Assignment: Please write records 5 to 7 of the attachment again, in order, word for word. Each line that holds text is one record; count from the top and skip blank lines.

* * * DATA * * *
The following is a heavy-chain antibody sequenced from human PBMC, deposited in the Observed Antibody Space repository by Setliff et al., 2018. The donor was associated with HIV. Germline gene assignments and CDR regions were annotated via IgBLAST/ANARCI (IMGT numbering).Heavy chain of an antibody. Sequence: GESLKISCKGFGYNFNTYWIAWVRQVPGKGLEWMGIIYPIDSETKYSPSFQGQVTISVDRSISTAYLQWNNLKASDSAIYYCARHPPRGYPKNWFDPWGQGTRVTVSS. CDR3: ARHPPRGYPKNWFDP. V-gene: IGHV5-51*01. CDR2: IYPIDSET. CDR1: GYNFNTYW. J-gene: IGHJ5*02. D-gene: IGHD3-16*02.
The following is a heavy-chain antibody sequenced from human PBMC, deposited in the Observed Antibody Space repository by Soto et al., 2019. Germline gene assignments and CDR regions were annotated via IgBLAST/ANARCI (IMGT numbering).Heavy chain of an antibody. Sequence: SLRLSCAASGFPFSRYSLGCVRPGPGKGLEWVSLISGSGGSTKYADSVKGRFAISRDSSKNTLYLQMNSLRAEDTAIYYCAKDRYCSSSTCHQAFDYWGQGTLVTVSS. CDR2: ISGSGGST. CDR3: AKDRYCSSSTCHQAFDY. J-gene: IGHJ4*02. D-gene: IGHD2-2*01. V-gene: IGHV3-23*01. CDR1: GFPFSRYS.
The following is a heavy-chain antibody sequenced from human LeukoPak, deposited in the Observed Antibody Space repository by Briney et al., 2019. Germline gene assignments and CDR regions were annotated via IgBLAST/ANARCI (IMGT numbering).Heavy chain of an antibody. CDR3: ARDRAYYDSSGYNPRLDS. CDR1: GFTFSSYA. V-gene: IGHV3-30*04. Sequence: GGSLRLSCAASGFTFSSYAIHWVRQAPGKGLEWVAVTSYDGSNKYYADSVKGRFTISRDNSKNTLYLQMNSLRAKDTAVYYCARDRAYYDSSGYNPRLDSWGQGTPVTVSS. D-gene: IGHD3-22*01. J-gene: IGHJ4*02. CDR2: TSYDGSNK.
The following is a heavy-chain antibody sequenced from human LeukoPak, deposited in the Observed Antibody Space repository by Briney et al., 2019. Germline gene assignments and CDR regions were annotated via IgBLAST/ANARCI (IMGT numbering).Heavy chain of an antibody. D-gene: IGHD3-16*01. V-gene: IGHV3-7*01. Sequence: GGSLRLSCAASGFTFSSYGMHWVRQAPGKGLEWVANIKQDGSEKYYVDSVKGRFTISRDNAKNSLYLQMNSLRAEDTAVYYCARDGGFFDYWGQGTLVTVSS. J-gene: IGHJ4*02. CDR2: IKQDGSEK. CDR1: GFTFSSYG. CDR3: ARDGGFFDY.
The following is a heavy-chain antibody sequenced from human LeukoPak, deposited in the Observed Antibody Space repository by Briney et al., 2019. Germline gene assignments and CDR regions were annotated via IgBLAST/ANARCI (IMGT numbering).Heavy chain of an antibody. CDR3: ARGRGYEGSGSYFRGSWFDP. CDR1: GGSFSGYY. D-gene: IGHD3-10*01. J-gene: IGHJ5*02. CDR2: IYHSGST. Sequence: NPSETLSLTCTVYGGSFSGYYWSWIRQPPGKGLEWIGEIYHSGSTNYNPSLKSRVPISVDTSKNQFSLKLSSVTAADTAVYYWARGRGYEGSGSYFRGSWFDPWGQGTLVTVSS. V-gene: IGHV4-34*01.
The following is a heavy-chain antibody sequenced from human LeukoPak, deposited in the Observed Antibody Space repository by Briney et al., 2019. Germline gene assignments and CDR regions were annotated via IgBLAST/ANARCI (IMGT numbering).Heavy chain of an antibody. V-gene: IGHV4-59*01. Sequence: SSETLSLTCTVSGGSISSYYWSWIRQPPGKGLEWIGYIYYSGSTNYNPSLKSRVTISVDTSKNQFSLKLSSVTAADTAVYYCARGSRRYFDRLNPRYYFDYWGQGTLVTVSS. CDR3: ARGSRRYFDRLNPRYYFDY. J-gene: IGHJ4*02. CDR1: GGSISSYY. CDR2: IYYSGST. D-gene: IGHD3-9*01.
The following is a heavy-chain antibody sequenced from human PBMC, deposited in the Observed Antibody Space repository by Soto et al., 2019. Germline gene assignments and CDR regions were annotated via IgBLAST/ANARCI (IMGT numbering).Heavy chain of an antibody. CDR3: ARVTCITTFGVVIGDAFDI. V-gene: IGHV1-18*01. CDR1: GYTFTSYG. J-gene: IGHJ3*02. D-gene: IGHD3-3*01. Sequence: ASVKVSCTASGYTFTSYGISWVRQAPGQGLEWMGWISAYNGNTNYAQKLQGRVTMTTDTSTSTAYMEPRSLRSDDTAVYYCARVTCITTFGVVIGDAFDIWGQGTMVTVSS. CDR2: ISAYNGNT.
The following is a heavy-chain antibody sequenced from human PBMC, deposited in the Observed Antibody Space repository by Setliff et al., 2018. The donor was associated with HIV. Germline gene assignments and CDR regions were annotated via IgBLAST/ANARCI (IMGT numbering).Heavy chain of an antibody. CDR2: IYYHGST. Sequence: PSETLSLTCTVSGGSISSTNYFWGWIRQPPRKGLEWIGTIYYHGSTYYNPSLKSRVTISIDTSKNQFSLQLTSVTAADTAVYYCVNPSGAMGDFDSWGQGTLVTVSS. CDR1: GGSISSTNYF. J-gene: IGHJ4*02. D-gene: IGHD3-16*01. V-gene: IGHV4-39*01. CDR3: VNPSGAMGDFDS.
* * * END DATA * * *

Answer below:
The following is a heavy-chain antibody sequenced from human LeukoPak, deposited in the Observed Antibody Space repository by Briney et al., 2019. Germline gene assignments and CDR regions were annotated via IgBLAST/ANARCI (IMGT numbering).Heavy chain of an antibody. CDR3: ARGRGYEGSGSYFRGSWFDP. CDR1: GGSFSGYY. D-gene: IGHD3-10*01. J-gene: IGHJ5*02. CDR2: IYHSGST. Sequence: NPSETLSLTCTVYGGSFSGYYWSWIRQPPGKGLEWIGEIYHSGSTNYNPSLKSRVPISVDTSKNQFSLKLSSVTAADTAVYYWARGRGYEGSGSYFRGSWFDPWGQGTLVTVSS. V-gene: IGHV4-34*01.
The following is a heavy-chain antibody sequenced from human LeukoPak, deposited in the Observed Antibody Space repository by Briney et al., 2019. Germline gene assignments and CDR regions were annotated via IgBLAST/ANARCI (IMGT numbering).Heavy chain of an antibody. V-gene: IGHV4-59*01. Sequence: SSETLSLTCTVSGGSISSYYWSWIRQPPGKGLEWIGYIYYSGSTNYNPSLKSRVTISVDTSKNQFSLKLSSVTAADTAVYYCARGSRRYFDRLNPRYYFDYWGQGTLVTVSS. CDR3: ARGSRRYFDRLNPRYYFDY. J-gene: IGHJ4*02. CDR1: GGSISSYY. CDR2: IYYSGST. D-gene: IGHD3-9*01.
The following is a heavy-chain antibody sequenced from human PBMC, deposited in the Observed Antibody Space repository by Soto et al., 2019. Germline gene assignments and CDR regions were annotated via IgBLAST/ANARCI (IMGT numbering).Heavy chain of an antibody. CDR3: ARVTCITTFGVVIGDAFDI. V-gene: IGHV1-18*01. CDR1: GYTFTSYG. J-gene: IGHJ3*02. D-gene: IGHD3-3*01. Sequence: ASVKVSCTASGYTFTSYGISWVRQAPGQGLEWMGWISAYNGNTNYAQKLQGRVTMTTDTSTSTAYMEPRSLRSDDTAVYYCARVTCITTFGVVIGDAFDIWGQGTMVTVSS. CDR2: ISAYNGNT.